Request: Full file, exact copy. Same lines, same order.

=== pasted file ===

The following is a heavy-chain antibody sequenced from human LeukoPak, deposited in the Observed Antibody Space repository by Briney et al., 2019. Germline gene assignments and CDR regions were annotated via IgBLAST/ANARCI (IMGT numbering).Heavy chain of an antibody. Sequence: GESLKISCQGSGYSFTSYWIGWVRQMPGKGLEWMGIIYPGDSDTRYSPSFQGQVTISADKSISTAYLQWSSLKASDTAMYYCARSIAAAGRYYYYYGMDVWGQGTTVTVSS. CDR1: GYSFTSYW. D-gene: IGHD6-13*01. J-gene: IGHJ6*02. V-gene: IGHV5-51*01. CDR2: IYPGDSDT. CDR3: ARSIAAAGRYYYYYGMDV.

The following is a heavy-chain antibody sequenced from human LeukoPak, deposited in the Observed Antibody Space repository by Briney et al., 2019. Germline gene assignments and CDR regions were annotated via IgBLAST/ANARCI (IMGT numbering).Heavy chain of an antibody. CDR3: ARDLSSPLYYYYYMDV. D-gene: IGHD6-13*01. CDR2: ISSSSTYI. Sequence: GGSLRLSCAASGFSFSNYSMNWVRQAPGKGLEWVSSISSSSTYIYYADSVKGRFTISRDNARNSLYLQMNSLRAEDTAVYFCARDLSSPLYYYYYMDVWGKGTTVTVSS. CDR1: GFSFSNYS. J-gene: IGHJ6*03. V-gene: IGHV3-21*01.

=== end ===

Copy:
The following is a heavy-chain antibody sequenced from human LeukoPak, deposited in the Observed Antibody Space repository by Briney et al., 2019. Germline gene assignments and CDR regions were annotated via IgBLAST/ANARCI (IMGT numbering).Heavy chain of an antibody. Sequence: GESLKISCQGSGYSFTSYWIGWVRQMPGKGLEWMGIIYPGDSDTRYSPSFQGQVTISADKSISTAYLQWSSLKASDTAMYYCARSIAAAGRYYYYYGMDVWGQGTTVTVSS. CDR1: GYSFTSYW. D-gene: IGHD6-13*01. J-gene: IGHJ6*02. V-gene: IGHV5-51*01. CDR2: IYPGDSDT. CDR3: ARSIAAAGRYYYYYGMDV.

The following is a heavy-chain antibody sequenced from human LeukoPak, deposited in the Observed Antibody Space repository by Briney et al., 2019. Germline gene assignments and CDR regions were annotated via IgBLAST/ANARCI (IMGT numbering).Heavy chain of an antibody. CDR3: ARDLSSPLYYYYYMDV. D-gene: IGHD6-13*01. CDR2: ISSSSTYI. Sequence: GGSLRLSCAASGFSFSNYSMNWVRQAPGKGLEWVSSISSSSTYIYYADSVKGRFTISRDNARNSLYLQMNSLRAEDTAVYFCARDLSSPLYYYYYMDVWGKGTTVTVSS. CDR1: GFSFSNYS. J-gene: IGHJ6*03. V-gene: IGHV3-21*01.